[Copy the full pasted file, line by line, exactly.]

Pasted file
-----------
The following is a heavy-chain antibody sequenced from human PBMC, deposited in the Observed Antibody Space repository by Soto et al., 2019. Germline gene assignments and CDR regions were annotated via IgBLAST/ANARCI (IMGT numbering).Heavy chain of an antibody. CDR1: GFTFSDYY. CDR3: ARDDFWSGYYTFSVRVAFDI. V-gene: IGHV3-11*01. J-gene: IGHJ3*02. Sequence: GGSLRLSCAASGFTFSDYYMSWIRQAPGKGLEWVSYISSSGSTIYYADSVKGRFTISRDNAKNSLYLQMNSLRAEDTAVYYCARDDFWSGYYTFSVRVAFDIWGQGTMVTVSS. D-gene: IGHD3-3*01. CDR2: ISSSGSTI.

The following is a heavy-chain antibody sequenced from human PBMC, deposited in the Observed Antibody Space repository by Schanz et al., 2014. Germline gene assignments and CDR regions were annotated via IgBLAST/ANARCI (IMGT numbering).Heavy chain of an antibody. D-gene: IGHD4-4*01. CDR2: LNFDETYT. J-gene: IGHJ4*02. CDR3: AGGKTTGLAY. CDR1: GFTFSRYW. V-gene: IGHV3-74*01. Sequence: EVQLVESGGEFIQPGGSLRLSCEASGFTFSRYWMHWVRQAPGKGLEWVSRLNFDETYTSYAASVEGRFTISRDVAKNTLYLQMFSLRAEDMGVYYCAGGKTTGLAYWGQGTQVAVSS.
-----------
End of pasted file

The following is a heavy-chain antibody sequenced from human PBMC, deposited in the Observed Antibody Space repository by Soto et al., 2019. Germline gene assignments and CDR regions were annotated via IgBLAST/ANARCI (IMGT numbering).Heavy chain of an antibody. CDR1: GFTFSDYY. CDR3: ARDDFWSGYYTFSVRVAFDI. V-gene: IGHV3-11*01. J-gene: IGHJ3*02. Sequence: GGSLRLSCAASGFTFSDYYMSWIRQAPGKGLEWVSYISSSGSTIYYADSVKGRFTISRDNAKNSLYLQMNSLRAEDTAVYYCARDDFWSGYYTFSVRVAFDIWGQGTMVTVSS. D-gene: IGHD3-3*01. CDR2: ISSSGSTI.

The following is a heavy-chain antibody sequenced from human PBMC, deposited in the Observed Antibody Space repository by Schanz et al., 2014. Germline gene assignments and CDR regions were annotated via IgBLAST/ANARCI (IMGT numbering).Heavy chain of an antibody. D-gene: IGHD4-4*01. CDR2: LNFDETYT. J-gene: IGHJ4*02. CDR3: AGGKTTGLAY. CDR1: GFTFSRYW. V-gene: IGHV3-74*01. Sequence: EVQLVESGGEFIQPGGSLRLSCEASGFTFSRYWMHWVRQAPGKGLEWVSRLNFDETYTSYAASVEGRFTISRDVAKNTLYLQMFSLRAEDMGVYYCAGGKTTGLAYWGQGTQVAVSS.